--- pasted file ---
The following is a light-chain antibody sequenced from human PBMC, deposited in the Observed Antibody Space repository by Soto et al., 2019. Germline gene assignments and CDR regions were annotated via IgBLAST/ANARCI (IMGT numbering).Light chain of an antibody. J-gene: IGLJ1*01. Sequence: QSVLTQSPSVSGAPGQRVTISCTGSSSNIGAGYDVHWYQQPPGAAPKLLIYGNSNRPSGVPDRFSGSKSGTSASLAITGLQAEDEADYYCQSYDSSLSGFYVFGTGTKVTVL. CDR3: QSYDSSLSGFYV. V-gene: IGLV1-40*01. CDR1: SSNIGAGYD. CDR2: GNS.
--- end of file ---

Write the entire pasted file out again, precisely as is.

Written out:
The following is a light-chain antibody sequenced from human PBMC, deposited in the Observed Antibody Space repository by Soto et al., 2019. Germline gene assignments and CDR regions were annotated via IgBLAST/ANARCI (IMGT numbering).Light chain of an antibody. J-gene: IGLJ1*01. Sequence: QSVLTQSPSVSGAPGQRVTISCTGSSSNIGAGYDVHWYQQPPGAAPKLLIYGNSNRPSGVPDRFSGSKSGTSASLAITGLQAEDEADYYCQSYDSSLSGFYVFGTGTKVTVL. CDR3: QSYDSSLSGFYV. V-gene: IGLV1-40*01. CDR1: SSNIGAGYD. CDR2: GNS.